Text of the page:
Imbalance. The collective atonement we most need is to recalibrate and re-center ourselves, as people and as a people. Hillel taught a balanced perspective when he asked, “If I am not for myself, who will be for me; but if I am only for myself, what am I?” Maimonides told us to strive for the shvil ha’zahav or golden mean, always avoiding extremes. But today it seems we’ve lost our way.
Imbibing the western Kool-Aid of individualism, we’ve lost Judaism’s traditional emphasis on taking care of each other. Or perhaps we’ve retreated into our narrow selves. Either way, something holy is lost. Mainstream Jewish voices are too often insular and shrill, deaf to viewpoints and narratives other than our own, “only for ourselves”; other Jews ride the pendulum to the far “not for ourselves” extreme, forsaking ahavat Yisrael (Jewish love, connection and responsibility) altogether. Neither approach can be sustained.
In searching for balance in 5772 and beyond, I nominate “sustainability” as the new Jewish buzzword. The Earth’s precarious situation demands ecological sustainability; our communal “continuity” agenda commends Jewish sustainability; yawning gaps between haves and have-nots dictate social sustainability; our own frazzled lives cry out for personal sustainability. All need teshuvah, turning, to become sustainable. Let us rebalance, re-center and recommit to being in it for the long haul, together.
Rabbi Fred Scherlinder Dobb
Adat Shalom Reconstructionist Congregation
Heated and hateful arguments over the selection of films for a Jewish film festival. Baseless accusations about loyalty to Israel or lack thereof. Throwing stones at fellow Jews because they choose to observe and practice commandments in different, yet still legitimate, ways. Sadly, our community is plagued by disrespect and even hatred of fellow Jews who interpret and practice Judaism in diverse ways. While very troubling, this is not a new dynamic.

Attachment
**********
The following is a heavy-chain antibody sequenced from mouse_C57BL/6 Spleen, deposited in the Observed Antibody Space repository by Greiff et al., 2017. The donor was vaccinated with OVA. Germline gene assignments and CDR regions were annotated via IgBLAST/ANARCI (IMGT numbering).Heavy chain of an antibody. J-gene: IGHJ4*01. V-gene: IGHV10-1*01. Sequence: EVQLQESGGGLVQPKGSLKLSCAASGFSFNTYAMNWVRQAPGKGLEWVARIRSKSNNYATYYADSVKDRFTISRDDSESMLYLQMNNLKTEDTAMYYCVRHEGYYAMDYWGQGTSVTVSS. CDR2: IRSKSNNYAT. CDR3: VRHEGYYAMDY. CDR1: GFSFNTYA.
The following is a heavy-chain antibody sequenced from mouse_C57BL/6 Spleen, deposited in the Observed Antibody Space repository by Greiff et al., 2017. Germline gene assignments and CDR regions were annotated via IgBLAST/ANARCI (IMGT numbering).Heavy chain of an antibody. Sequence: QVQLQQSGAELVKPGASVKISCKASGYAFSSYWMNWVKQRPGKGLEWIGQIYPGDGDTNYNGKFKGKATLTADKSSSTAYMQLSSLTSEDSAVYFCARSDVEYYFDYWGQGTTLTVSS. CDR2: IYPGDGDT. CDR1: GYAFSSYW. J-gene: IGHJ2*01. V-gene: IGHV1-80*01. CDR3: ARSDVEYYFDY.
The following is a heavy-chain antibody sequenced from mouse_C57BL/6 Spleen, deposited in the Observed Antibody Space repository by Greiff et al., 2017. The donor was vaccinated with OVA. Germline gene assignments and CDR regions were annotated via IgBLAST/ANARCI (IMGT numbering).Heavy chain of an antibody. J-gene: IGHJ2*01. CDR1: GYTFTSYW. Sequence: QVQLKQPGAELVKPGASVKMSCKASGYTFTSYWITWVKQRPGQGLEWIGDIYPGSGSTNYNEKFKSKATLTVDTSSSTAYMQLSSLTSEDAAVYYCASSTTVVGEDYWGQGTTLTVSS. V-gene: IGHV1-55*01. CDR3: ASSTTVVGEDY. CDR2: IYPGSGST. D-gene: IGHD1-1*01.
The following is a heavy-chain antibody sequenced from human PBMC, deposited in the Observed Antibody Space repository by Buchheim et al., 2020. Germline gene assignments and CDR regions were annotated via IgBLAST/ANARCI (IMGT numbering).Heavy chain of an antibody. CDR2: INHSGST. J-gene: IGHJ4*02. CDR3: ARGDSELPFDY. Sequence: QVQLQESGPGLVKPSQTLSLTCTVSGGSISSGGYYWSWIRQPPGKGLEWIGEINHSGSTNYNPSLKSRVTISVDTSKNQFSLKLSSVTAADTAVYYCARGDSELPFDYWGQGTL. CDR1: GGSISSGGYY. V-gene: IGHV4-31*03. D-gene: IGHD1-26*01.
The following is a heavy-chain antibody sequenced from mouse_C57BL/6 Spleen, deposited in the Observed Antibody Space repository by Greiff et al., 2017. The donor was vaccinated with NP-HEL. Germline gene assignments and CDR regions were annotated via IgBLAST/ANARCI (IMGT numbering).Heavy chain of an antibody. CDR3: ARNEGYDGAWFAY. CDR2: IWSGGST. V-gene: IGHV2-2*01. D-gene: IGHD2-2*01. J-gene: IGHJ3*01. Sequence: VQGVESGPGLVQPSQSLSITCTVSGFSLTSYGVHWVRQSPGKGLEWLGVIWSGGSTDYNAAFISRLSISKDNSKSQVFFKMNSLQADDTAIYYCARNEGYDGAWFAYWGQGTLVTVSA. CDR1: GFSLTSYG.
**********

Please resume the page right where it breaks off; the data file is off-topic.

Nearly 2,000 years ago, as recorded in the Talmud, the rabbis asked, “Why was the Second Temple destroyed? Because of sinat chinam, senseless hatred, of one Jew for another.” According to this interpretation, such hatred transformed the face of our community forever.
Our community is still undergoing transformation. Each day, Jews find new ways to bring to life their Jewish values and practice in new and old, traditional and innovative ways. Rather than responding with judgment, hatred and disrespect that will continue to tear our people apart, let’s respond with ahavat chinam, Jews learning to love their fellow Jews.
Rabbi Laura Novak Winer
Union for Reform Judaism
In Deuteronomy 22:3 we are told lo tuchal le-hitalem—“Do not remain indifferent” or “Do not act as if you were blind.” While the passage was originally about the mitzvah of returning lost property, in the 21st century I advocate applying this verse to lost values and forgotten commitments. It was through the study of Torah that we survived a 2,000-year Diaspora. But studying Torah is no longer a priority for many Jews. Our day schools are fragile, our afternoon schools are broken and the bar/bat mitzvah has become an end rather than a path to continued engagement. We can resolve major problems in our communities if we recommit ourselves to Jewish learning across age boundaries. More Jews would actively support the State of Israel if they had an excellent Jewish education. They would have learned the deep connection between the Jewish people, the land of Israel and the Jewish state. Similarly, if Jewish education were a higher priority, more Jews would give tzedakah to Jewish causes, because they would have learned why it is important to support the Jewish community. Ultimately, a community that provides quality Jewish education for children and adults will be equipped to meet the challenges of the future. Remaining indifferent about Jewish education is not a sustainable option for the Jewish people.
Rabbi Amy Wallk Katz
Temple Beth El